The prime minister quickly faced an embarrassing national flare-up, with businessmen, including party investors, damning the decision to make concessions to a fundamentalist body whose insurrection had led to about 30 deaths and had traumatised the then-nation’s leaders and the entire country. Some Port-of-Spain businessmen noted that they are yet to be compensated for the devastation of their buildings during the days of social turmoil.
With growing public unease, Manning withdrew the land deal, conceding: “The public feels the matter should be handled in a different way.” He admitted: “I am responding to public opinion.”
The PM’s back-track was clearly a cruel blow for his political party in the midst of a close election battle. The PNM appeared to be further rocked by disclosures in New York’s Daily News, based upon a United States Federal Bureau of Investigations (FBI) probe, that the Muslimeen wanted to fly a plane from Libya into the World Trade Centre in last year’s September 11 terrorist attack.
Manning, who heads the National Security Council, responded that he was not aware of any ties between the Muslimeen and Osama bin Laden’s al Qaeda network. He then interjected: “Even if that were so, that does not mean to say you reject support from whatever quarter it comes in terms of votes. You don’t.”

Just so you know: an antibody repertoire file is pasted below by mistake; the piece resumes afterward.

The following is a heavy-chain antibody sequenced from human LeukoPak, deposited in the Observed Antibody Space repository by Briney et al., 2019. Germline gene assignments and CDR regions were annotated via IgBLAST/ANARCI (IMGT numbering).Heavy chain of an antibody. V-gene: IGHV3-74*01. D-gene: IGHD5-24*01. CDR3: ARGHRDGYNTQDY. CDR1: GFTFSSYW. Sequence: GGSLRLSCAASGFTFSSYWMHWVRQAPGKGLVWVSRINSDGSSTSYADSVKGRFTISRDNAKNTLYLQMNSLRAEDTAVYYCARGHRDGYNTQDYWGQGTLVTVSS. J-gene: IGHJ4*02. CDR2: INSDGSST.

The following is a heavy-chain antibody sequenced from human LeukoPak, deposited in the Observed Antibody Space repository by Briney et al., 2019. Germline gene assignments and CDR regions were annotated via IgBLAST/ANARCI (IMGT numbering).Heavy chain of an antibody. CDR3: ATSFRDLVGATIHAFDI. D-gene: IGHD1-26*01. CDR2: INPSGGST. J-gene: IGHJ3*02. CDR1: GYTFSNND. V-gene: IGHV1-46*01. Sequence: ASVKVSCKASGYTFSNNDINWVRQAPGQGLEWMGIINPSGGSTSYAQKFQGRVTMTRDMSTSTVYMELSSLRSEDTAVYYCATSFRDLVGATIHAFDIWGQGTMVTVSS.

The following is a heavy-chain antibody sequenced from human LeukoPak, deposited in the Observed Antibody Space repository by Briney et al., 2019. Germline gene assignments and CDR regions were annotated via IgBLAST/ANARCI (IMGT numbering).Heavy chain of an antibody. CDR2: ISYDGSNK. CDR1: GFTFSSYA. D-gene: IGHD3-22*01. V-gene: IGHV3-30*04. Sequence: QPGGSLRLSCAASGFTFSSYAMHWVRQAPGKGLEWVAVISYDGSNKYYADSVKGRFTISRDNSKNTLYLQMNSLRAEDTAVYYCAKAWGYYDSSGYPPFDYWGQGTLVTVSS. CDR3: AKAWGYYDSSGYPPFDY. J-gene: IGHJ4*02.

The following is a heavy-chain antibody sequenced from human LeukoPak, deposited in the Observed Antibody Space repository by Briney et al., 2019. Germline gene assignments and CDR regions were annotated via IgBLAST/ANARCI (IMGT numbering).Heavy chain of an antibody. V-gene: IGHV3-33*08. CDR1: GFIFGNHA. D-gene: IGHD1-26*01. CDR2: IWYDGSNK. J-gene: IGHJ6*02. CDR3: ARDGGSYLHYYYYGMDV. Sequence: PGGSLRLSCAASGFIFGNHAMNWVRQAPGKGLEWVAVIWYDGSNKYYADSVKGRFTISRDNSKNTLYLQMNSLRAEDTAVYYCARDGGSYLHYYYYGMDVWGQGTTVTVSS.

Bakr remained characteristically tough-talking, insisting that the land belonged to the Muslimeen and that “anybody who wants to continue with this matter wants to propagate unrest in the society.”
Sensing a godsend political issue, Panday accused Manning’s PNM of an “unholy alliance” with the Muslimeen, adding that the government of the day did not have the morality to seek to counter crime. He charged that the Muslimeen lands would eventually be handed over after the general election.
The Express newspaper editorialised that Manning “gifted Mr Panday a sizzling campaign issue”, and indeed, the UNC leader has turned the matter into his virtual election road march.
The entire issue has reawakened anxieties about a most disturbing period in the country’s recent past, and suggested that the wounds and scars are still raw and that healing is painful and patient. Even frontline government minister Dr Keith Rowley urged that the Muslimeen apologise for the coup bid and renounce any unconstitutional endeavour.
But while Panday was making political hay, he was set back by three criminal charges pertaining to his alleged failure to declare details of a London bank account held jointly with his wife, Oma. Integrity legislation requires full disclosure of relevant details.